Wall gave Target 12 unfettered access to the ACI’s High Security facility, where many of the worst disciplinary cases wind up. Reporters were allowed to talk to correctional officers, prison staff –including social workers and mental health professionals – as well as inmates who were serving time in disciplinary confinement.

The rec yard where inmates go for their hour a day outside the cell is separated into several cages made of high-walled chain link fences. Inmates are walked into the area in handcuffs; once the door is closed they place their wrists through a slot where the cuffs are removed. Two inmates were placed into each caged-in area together, and Wall said correctional officers encourage the prisoners to talk.

One prisoner – whom officials asked Eyewitness News not to identify – told Target 12 he was wrapping up a one-year stint in segregation for selling narcotics inside prison.

During the interview, which took place under the watchful eye of prison staff, the inmate said he felt he was getting the treatment he needed to help cope with being in restrictive housing and to ease him back into the general population, but also said he was dealing with anxiety issues.

“You become used to this, then once you go back … there is a lot of people in general population, so you get kind of nervous around groups,” the inmate said. “I know it’s safe – they do their job, they keep us all safe – but [I] have anxiety issues of being in crowds, I don’t know how to, like, fix that.”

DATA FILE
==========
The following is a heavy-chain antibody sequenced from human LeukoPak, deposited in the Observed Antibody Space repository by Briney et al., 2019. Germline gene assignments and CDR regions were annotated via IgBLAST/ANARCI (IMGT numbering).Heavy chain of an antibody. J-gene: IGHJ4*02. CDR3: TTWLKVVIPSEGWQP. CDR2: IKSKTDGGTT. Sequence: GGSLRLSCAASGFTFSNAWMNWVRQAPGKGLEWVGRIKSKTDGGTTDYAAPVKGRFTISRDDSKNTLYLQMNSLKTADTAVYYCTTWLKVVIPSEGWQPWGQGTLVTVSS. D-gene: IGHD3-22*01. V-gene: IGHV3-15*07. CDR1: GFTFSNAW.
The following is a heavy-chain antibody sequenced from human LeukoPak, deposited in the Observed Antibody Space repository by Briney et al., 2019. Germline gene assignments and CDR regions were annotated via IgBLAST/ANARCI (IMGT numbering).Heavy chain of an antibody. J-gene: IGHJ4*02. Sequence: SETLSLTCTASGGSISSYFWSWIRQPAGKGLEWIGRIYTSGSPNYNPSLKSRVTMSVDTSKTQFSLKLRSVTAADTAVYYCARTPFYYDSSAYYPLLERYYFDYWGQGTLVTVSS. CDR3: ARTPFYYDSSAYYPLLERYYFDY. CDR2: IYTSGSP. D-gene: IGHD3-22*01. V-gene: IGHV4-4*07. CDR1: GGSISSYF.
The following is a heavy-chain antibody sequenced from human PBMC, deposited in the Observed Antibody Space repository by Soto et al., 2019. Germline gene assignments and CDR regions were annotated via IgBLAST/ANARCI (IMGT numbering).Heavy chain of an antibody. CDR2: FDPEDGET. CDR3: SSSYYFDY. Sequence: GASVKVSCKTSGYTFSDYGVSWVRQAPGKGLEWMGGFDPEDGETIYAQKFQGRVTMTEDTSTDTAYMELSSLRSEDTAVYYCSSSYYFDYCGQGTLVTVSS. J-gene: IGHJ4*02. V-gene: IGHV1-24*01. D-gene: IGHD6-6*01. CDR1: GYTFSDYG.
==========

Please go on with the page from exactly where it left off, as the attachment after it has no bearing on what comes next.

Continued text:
At that point, Wall walked over to interject and explain to the inmate that he wouldn’t be simply thrust back into general population.

”There are ‘step-downs’ where you will be participating in groups, so there will be more and more people with whom you interact with,” he said. “It won’t be going from A to Z; you will have gone through those steps.”

“Yeah,” the inmate replied.

Serious and Persistent Mental Illness

The number of inmates in restrictive housing on any given day is fluid, but on April 21, the day Target 12 toured the segregation units, there were 137 inmates in disciplinary confinement and another 32 in administrative confinement. In all, there were 3,017 inmates serving time at the ACI.

Life for inmates placed into either category is similar, though those in administrative confinement generally have more perks, including access to a radio. Prisoners in restrictive housing are allowed books and magazines and can write letters. Restrictive housing cells have a single bed and toilet and a window fitted with a metal bar to prevent an inmate from popping out the glass to escape.

Every few days inmates are removed from their cells for a shower. Some are allowed one phone call and one visitor a week, unless their punishment prohibits it.

Wall claims there are inmates who struggle while in the general population so they lash out just so they can be placed into restrictive housing. And once there, they have been known to hunker down.

Correctional officers call it “nesting.” And mental illness can play a big role.

Prisons nationally have to deal with a high number of inmates suffering from mental illness, and the ACI is not immune.

Wall said 15% to 17% of Rhode Island’s prison population has been diagnosed with what doctors deem “serious and persistent mental illness.”

Some suffering from mental illness do find themselves in restrictive housing or administrative confinement, but Wall said they have been known to waive sentences for those inmates.